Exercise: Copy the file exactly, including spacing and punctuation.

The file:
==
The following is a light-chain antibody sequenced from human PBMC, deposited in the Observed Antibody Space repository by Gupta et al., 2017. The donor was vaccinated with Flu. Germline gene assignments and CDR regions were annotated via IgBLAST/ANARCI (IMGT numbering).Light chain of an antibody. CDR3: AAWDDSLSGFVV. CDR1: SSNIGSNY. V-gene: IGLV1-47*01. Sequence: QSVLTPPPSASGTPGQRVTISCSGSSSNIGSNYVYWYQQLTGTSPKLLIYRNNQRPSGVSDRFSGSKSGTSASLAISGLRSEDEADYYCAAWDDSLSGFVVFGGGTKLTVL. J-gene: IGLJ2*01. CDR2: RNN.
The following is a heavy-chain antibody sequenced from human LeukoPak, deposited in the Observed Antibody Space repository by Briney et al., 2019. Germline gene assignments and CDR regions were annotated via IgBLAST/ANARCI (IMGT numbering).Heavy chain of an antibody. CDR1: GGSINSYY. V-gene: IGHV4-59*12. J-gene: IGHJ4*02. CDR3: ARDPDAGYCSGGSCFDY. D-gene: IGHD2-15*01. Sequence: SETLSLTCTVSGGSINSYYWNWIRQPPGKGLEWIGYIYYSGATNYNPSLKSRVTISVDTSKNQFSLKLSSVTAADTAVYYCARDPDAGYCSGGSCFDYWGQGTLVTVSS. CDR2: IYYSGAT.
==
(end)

The following is a light-chain antibody sequenced from human PBMC, deposited in the Observed Antibody Space repository by Gupta et al., 2017. The donor was vaccinated with Flu. Germline gene assignments and CDR regions were annotated via IgBLAST/ANARCI (IMGT numbering).Light chain of an antibody. CDR3: AAWDDSLSGFVV. CDR1: SSNIGSNY. V-gene: IGLV1-47*01. Sequence: QSVLTPPPSASGTPGQRVTISCSGSSSNIGSNYVYWYQQLTGTSPKLLIYRNNQRPSGVSDRFSGSKSGTSASLAISGLRSEDEADYYCAAWDDSLSGFVVFGGGTKLTVL. J-gene: IGLJ2*01. CDR2: RNN.
The following is a heavy-chain antibody sequenced from human LeukoPak, deposited in the Observed Antibody Space repository by Briney et al., 2019. Germline gene assignments and CDR regions were annotated via IgBLAST/ANARCI (IMGT numbering).Heavy chain of an antibody. CDR1: GGSINSYY. V-gene: IGHV4-59*12. J-gene: IGHJ4*02. CDR3: ARDPDAGYCSGGSCFDY. D-gene: IGHD2-15*01. Sequence: SETLSLTCTVSGGSINSYYWNWIRQPPGKGLEWIGYIYYSGATNYNPSLKSRVTISVDTSKNQFSLKLSSVTAADTAVYYCARDPDAGYCSGGSCFDYWGQGTLVTVSS. CDR2: IYYSGAT.